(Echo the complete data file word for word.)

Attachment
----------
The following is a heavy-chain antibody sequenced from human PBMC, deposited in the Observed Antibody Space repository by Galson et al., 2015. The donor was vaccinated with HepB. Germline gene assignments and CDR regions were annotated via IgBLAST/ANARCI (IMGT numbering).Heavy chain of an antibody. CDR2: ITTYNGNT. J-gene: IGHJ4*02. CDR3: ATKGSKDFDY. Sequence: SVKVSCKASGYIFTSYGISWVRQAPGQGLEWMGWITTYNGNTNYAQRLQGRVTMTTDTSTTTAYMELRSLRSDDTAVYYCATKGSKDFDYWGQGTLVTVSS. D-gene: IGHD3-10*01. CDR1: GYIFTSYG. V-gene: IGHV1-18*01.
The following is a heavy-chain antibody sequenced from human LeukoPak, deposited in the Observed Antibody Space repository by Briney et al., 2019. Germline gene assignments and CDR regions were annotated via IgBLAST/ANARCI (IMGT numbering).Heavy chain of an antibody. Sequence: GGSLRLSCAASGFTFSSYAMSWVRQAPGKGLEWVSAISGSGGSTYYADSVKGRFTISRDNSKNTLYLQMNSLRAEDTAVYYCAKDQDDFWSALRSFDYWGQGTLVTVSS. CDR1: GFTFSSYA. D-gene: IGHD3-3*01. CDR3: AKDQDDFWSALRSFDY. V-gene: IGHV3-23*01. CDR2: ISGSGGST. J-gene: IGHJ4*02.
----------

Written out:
The following is a heavy-chain antibody sequenced from human PBMC, deposited in the Observed Antibody Space repository by Galson et al., 2015. The donor was vaccinated with HepB. Germline gene assignments and CDR regions were annotated via IgBLAST/ANARCI (IMGT numbering).Heavy chain of an antibody. CDR2: ITTYNGNT. J-gene: IGHJ4*02. CDR3: ATKGSKDFDY. Sequence: SVKVSCKASGYIFTSYGISWVRQAPGQGLEWMGWITTYNGNTNYAQRLQGRVTMTTDTSTTTAYMELRSLRSDDTAVYYCATKGSKDFDYWGQGTLVTVSS. D-gene: IGHD3-10*01. CDR1: GYIFTSYG. V-gene: IGHV1-18*01.
The following is a heavy-chain antibody sequenced from human LeukoPak, deposited in the Observed Antibody Space repository by Briney et al., 2019. Germline gene assignments and CDR regions were annotated via IgBLAST/ANARCI (IMGT numbering).Heavy chain of an antibody. Sequence: GGSLRLSCAASGFTFSSYAMSWVRQAPGKGLEWVSAISGSGGSTYYADSVKGRFTISRDNSKNTLYLQMNSLRAEDTAVYYCAKDQDDFWSALRSFDYWGQGTLVTVSS. CDR1: GFTFSSYA. D-gene: IGHD3-3*01. CDR3: AKDQDDFWSALRSFDY. V-gene: IGHV3-23*01. CDR2: ISGSGGST. J-gene: IGHJ4*02.